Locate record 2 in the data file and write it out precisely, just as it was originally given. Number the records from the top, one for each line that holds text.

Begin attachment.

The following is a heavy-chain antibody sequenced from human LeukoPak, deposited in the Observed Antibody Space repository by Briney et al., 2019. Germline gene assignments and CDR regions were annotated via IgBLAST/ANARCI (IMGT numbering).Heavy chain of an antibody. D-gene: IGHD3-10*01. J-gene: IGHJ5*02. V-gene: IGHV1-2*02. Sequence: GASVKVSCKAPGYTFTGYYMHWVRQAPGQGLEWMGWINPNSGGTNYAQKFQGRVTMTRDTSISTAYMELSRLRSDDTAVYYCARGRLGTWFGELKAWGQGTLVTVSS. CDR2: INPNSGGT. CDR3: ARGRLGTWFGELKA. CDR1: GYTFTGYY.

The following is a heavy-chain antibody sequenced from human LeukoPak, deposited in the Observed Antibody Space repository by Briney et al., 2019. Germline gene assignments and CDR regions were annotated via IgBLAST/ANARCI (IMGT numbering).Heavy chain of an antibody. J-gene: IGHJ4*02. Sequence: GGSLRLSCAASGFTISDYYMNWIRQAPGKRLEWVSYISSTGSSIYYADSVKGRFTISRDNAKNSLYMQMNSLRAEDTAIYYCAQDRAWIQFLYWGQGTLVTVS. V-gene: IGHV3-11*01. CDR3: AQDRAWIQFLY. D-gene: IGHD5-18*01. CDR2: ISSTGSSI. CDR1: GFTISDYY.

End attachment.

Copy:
The following is a heavy-chain antibody sequenced from human LeukoPak, deposited in the Observed Antibody Space repository by Briney et al., 2019. Germline gene assignments and CDR regions were annotated via IgBLAST/ANARCI (IMGT numbering).Heavy chain of an antibody. J-gene: IGHJ4*02. Sequence: GGSLRLSCAASGFTISDYYMNWIRQAPGKRLEWVSYISSTGSSIYYADSVKGRFTISRDNAKNSLYMQMNSLRAEDTAIYYCAQDRAWIQFLYWGQGTLVTVS. V-gene: IGHV3-11*01. CDR3: AQDRAWIQFLY. D-gene: IGHD5-18*01. CDR2: ISSTGSSI. CDR1: GFTISDYY.